Final Project for Kanita DuCloux

Part A: I will consider any triangle ABC. Select a point P inside the triangle and draw lines AP, BP, and CP extended to their intersections with the opposite sides in points D, E, and F respectively. Then, explore (AF)(BD)EC) and (FB)(DC)(EA) for various triangles and various locations of P.

Observe the triangle below. (AF)(BD)EC) = (FB)(DC)(EA). Click on triangle to construct a triangle like the one below and drag a point to see that the two products are always equal.



Part B: Prove (AF)(BD)EC) = (FB)(DC)(EA)

To prove this, I need to draw some parallel lines to produce similar triangles and consider the ratio

and generalize to a point P outside the triangle.

Draw lines (BY and CY) parallel to AD. Now, triangles BPD and BXC are similar by AA AND

We also have triangles CPD similar to triangle CYB and thus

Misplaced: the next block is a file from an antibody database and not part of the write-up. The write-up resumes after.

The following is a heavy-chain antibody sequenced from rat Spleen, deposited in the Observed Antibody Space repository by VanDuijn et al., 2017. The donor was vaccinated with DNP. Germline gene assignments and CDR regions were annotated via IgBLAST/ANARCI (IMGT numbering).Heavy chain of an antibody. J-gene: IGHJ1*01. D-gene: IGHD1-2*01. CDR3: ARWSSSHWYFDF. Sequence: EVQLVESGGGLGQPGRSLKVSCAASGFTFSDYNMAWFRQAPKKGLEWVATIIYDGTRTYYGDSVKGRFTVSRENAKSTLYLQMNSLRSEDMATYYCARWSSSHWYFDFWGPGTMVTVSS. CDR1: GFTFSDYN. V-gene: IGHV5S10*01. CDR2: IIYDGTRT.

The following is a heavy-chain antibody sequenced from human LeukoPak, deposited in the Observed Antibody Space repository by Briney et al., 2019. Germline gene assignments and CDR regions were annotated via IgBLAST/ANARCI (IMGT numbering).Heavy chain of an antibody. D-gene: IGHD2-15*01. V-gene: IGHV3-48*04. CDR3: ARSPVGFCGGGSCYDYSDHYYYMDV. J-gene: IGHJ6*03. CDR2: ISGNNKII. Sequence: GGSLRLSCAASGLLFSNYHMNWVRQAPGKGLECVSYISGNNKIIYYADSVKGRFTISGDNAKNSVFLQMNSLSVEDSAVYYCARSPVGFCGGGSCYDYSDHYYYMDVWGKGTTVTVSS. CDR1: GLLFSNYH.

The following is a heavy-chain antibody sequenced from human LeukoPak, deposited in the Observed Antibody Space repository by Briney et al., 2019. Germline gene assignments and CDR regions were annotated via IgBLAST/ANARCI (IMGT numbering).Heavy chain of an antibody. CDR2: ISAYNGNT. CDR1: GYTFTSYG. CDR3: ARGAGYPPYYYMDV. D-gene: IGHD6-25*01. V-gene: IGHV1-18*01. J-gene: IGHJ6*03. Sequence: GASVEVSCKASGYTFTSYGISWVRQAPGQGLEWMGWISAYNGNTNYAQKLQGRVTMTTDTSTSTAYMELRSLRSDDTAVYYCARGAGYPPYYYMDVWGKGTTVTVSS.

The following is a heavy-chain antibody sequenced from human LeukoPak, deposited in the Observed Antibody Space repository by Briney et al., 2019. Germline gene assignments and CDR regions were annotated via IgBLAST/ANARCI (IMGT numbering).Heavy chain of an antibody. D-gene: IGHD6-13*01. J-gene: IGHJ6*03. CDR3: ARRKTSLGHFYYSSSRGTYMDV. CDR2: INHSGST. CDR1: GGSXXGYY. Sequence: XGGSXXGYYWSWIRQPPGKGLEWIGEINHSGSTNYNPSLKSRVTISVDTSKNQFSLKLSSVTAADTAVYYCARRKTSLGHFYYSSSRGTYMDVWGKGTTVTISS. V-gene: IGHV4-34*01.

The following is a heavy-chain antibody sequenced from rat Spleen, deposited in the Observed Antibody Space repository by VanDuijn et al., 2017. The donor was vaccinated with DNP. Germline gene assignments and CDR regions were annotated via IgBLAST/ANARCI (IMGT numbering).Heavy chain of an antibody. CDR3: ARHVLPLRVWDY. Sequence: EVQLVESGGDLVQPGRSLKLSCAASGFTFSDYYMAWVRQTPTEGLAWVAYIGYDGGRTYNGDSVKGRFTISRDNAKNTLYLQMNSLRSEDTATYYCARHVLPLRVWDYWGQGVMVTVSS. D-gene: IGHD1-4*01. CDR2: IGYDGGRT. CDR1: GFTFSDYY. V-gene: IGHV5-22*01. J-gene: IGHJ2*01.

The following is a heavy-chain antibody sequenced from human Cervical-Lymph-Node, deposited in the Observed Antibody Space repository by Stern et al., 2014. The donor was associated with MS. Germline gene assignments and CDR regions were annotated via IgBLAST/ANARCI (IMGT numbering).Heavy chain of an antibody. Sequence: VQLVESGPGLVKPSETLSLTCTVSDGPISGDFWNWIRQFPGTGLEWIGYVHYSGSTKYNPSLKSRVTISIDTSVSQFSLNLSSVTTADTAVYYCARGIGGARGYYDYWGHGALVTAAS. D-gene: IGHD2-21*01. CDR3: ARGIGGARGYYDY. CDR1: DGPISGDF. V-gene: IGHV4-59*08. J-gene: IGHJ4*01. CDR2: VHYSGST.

Taking the proportions above, we have


yields, (BD)(XC) = (BC)(PD) and (DC)(YB) = (PD)(BC). By substitution, we get

(BD)(XC) = (DC)(YB) or .


Next we have, triangle EXC similar to triangle EPA by AA. Going through a similar process, yields

We also have triangle FPA similar to triangle FYB by AA and

Let's revisit our proportions:


Everything on the right-hand side of the equation cancels out and therefore equals 1. So,

Can this be generalized so that P is outside of the triangle? Observe the pictures below. There are a lot of lines in the pictures but look at the distances. It appears that the same is true if the point P is outside.

Then, click outside to try it yourself.






Part C: Show that when P is inside triangle ABC, the ratio of the areas of triangle ABC and triangle DEF is always greater than or equal to 4. When is it equal to 4?

Observe the following picture. Then, click on area and drag a vertex to see what happens.


When is the ratio equal to 4? Look and see. Point P is the centroid.